CLOSE

Now Commenting On:

Surgically repaired left knee impacting Nicasio

Surgically repaired left knee impacting Nicasio

Surgically repaired left knee impacting Nicasio

DENVER -- Rockies right-hander Juan Nicasio tried to keep secret the fatigue and pain in his legs in general, and his surgically repaired left knee in particular. The problem is his past two starts, in which he didn't make it through the third inning, scream something is wrong.

The issue isn't serious. Nicasio said he will make his final start of the season, Saturday at Dodger Stadium. Nicasio (8-9, 5.32 ERA in 30 starts) said the knee issue is making it difficult to throw his fastball, but he believes there is value in finishing his first season without extensive time on the disabled list.

"It's a long season and I feel a little tired, but [I] want to keep pitching," said Nicasio, who never let on that there was a physical issue until asked directly about it on Tuesday. "I haven't pitched that much the past two years."

Nicasio, who turned 27 on Aug. 31, was first called up from Double-A in May 2011. On Aug. 5, 2011, Nicasio suffered a broken neck and fractured skull when he was hit by a line drive. On June 2, 2012, in his 11th start, he suffered the knee injury on a hard-hit ball through the box. Nicasio tried to come back, but he wound up having microfracture surgery on July 16.

The rehab cost him conditioning time, and the results show in his fastball. Nicasio can't land on his left foot with the force that it takes to throw a 94-mph fastball, which he possessed when he first came to the Majors.

"I don't like excuses," Nicasio said. "But it is hard pitching that way, with my knee. I can't push as hard."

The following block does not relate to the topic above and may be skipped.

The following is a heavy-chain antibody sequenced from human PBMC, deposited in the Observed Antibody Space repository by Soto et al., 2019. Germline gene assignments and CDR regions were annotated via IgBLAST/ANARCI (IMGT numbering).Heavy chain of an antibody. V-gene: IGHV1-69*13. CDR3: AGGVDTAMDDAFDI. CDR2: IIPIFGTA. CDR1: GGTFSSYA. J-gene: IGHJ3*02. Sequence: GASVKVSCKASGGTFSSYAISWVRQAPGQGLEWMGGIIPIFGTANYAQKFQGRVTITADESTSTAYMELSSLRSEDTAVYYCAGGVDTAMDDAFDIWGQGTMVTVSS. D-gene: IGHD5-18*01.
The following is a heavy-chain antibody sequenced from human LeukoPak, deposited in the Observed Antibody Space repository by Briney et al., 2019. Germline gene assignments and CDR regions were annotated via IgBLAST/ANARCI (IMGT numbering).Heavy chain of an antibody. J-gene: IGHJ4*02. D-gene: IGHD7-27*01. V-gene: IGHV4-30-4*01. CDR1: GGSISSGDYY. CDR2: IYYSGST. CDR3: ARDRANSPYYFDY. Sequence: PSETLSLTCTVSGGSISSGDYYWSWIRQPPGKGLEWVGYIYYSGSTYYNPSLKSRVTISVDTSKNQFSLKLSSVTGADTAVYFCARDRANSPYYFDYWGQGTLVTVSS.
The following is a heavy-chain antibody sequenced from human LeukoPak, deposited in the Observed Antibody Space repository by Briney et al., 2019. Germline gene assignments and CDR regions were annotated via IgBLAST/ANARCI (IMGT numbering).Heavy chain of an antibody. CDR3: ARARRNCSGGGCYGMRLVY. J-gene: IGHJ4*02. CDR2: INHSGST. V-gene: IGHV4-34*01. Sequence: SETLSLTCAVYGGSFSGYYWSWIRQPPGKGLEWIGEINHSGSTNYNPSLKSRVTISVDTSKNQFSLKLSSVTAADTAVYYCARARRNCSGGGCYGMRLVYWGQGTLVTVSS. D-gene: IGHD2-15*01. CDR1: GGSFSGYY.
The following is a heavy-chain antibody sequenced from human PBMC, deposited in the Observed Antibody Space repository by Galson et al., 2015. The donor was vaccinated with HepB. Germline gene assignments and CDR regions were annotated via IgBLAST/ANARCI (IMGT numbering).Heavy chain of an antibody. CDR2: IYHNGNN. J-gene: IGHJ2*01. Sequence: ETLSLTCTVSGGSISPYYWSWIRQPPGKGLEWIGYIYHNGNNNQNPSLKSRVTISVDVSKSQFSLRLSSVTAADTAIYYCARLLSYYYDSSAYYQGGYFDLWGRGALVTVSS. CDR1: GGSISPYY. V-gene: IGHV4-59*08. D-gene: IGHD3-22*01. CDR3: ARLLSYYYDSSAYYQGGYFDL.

While the issue wasn't made public, pitching coach Jim Wright and head athletic trainer Keith Dugger were fully aware of Nicasio's pain and fatigue. Nicasio, his coach and trainer all agree that he should take three weeks' rest after the season and then begin a normal offseason conditioning program. Nicasio said he will pay special attention to his legs and building the throwing shoulder. Nicasio said he is not sure if he'll pitch for his Dominican Winter League team, Aguilas Cibaenas.

Early this season, Nicasio fell into a pattern of pitching well early then fizzling in the fifth or sixth inning. He was 7-9 with a 5.31 ERA when the Rockies sent him to Triple-A Colorado Springs for two starts. When Nicasio returned, the results were much different. He has made 14 starts since his return, and in the first 12, he went 4-3 with a 3.68 ERA.

However, in his past two, he has gone 2 2/3 and 2 1/3 innings, respectively, and given up 15 hits and 15 earned runs.

At times since his return he has reached his top fastball velocity, but there is little consistency. At times he throws 88, at times 92, and at times everywhere in between. But in some of his best outings, he has used a hard slider and a looping slider, which he developed over the past year, and has gradually increased the use of his changeup.

"I'm learning a lot," Nicasio said. "Now I know the hitters and how to pitch them, things like that."

Nicasio's numbers have taken a hit in his past two starts, with the ERA rising by nearly three-quarters of a run. But the Rockies believe there is value in Nicasio continuing to pitch. The club heads into 2014 feeling good about left-hander Jorge De La Rosa and right-handers Jhoulys Chacin and Tyler Chatwood. Nicasio will have to compete for a spot, but when healthy, Nicasio has shown the power arm the organization desires, and the team wants to be sure he understands the grind of pitching through September.

"He's been through a lot, so it's important for him mentally and important for him physically to believe he can get through the whole season and not give in to the fact he's tired," Wright said. "Make pitches and see what happens.

"He started this season with a fastball only, and now he's got a slider and his changeup is developing, so next year he should have three workable pitches in a Major League game. Coming into next season, with the experience of pitching 160 innings this year, he should be ahead in the game."

Thomas Harding is a reporter for MLB.com. Read his blog, Hardball in the Rockies, and follow him on Twitter @harding_at_mlb. Ian McCue is an associate reporter for MLB.com. This story was not subject to the approval of Major League Baseball or its clubs.

{}
{}